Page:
Giving a Voice to People With Learning Difficulties and SEN
As April month is Autism Awareness Month, and today (April 16) World Voice Day, we're focusing on people who often don't get the chance to have their voice heard.
People with learning difficulties and special educational needs (SEN) can have little or delayed speech, and may use different means of communication which may or may not be effective. Sadly, this means that individuals can be misunderstood, or their views ignored.
Failing People with Learning Difficulties and SEN
Sadly, the reasonably recent death of Robin Kitt Callender pays testament to this. Callender was 53 and severely autistic. She suffered weeks of illness and weight loss before she died from undiagnosed bowel disease. An article by the Guardian (24th March 2015) notes how she was 'anxious, in pain and unable to communicate,' and how Callender suffered needlessly. A recent inquest found that Callender died from natural causes contributed to by neglect.
This just one extreme example showing that more needs to be done to communicate effectively with all people to fully understand their needs and how we can help people with any difficulties they may have.
This case is extremely sad and worrying. It highlights the importance that those dealing with vulnerable people must make sustained efforts to ensure that they facilitate effective communication with those they are caring for wherever possible. Organisations responsible for caring for such people must recognise the needs of their workforce and provide relevant training.
Finding a Voice in Different Ways
A report by leading charity Mencap found that using multimedia can be really useful for those who are non-verbal . The report stated that, "Using video and digital photography to develop computer-based personal profiles has helped people to have a voice". From the profiles, you can tell what the person likes or dislikes, and how they are feeling.
Mencap also explain how multi-sensory environments can help with communication. Environments with new colours, smells or textures can be helpful for learning and interaction. A better awareness of the advice available should be used to try and ensure that all vulrnerable people in our society and included and listed to.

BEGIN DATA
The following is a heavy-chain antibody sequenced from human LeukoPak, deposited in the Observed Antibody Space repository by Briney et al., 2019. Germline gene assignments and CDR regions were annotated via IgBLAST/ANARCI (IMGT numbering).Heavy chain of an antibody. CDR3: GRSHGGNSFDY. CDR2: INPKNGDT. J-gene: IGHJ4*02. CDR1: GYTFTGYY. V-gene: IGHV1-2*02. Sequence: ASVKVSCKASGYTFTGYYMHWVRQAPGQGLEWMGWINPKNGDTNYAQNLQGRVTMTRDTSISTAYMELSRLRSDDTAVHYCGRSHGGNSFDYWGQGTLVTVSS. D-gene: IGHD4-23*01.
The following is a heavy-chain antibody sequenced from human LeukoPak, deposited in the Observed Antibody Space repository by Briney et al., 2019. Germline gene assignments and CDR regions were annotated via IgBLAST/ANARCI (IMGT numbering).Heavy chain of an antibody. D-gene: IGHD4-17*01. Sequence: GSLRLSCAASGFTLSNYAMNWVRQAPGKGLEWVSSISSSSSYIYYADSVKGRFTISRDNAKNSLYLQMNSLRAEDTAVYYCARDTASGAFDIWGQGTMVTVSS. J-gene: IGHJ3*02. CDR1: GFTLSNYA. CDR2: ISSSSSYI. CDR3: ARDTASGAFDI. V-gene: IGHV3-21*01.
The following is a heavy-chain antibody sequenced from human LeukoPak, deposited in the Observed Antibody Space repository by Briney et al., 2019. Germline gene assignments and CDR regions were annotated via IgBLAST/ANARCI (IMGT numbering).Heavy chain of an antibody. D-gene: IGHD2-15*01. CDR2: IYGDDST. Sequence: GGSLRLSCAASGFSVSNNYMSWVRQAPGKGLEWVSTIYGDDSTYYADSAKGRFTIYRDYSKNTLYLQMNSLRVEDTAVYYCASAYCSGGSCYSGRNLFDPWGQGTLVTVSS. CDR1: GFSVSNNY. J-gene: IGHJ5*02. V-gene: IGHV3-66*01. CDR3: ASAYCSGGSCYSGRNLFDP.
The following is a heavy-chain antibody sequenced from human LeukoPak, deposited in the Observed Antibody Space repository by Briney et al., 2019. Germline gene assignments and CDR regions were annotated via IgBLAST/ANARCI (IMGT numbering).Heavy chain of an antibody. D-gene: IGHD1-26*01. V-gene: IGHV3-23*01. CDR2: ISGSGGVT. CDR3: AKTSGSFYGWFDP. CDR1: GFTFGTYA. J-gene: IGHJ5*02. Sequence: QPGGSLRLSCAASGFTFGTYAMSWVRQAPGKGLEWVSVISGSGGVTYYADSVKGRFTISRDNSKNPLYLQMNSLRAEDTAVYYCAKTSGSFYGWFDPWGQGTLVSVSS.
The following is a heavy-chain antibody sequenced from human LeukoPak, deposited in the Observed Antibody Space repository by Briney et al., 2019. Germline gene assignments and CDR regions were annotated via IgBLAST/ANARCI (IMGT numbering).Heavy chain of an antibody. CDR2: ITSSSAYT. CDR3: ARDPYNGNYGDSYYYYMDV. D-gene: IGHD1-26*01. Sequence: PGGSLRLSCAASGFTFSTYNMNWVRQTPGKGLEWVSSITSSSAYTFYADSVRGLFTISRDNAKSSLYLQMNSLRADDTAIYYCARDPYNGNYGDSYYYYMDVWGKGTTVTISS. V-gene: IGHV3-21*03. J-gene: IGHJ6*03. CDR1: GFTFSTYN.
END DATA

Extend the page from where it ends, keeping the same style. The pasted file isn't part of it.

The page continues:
We at Simpson Millar are also pleased to see the New Forest Spectrum, a UK summer festival designed for people with learning disabilities and SEN. It is reported to include provision of a 'chill out zone' and offers pampering sessions thos who wish to partake. This event is intended to be fully inclusive and is a great step towards ensuring that those with additional needs are still provided equal opportunites to engage in activities more readily accessible to those without additional needs.
Time for Change
Fiona Couzens, one of our specialist solicitors adds;
"We may hopefully see some progress in the rights of people with learning disabilities and SEN from the development of the 'LB' ('Laughing Boy') Bill. This government consultation (green paper) prompted by the 'Justice for Laughing Boy' campaign followed another preventable death of 18 year old Connor Sparrowhawk at an NHS unit.The campaign, started by Connor's mother has received a great deal of support from various groups, organisations and individuals across the board."
"It remains to be seen what practical impact any future change in the law may have but we continue to be moving forward with the recent introduction of both the Children and Families Act and the Care Act, which also aim at safeguarding the rights of our vulnerable members of society. We still have a long way to go but it is good to see this being identified as an issue."
There are ways in which we can help people with learning disabilities and SEN get their voice heard. We at Simpson Millar LLP specialise in helping both children and adults with disabilities get the right educational provision and support. If you have additional needs and consider that you require support or you know someone who does, do not hesitate to get in contact to see if we can assist you in any way.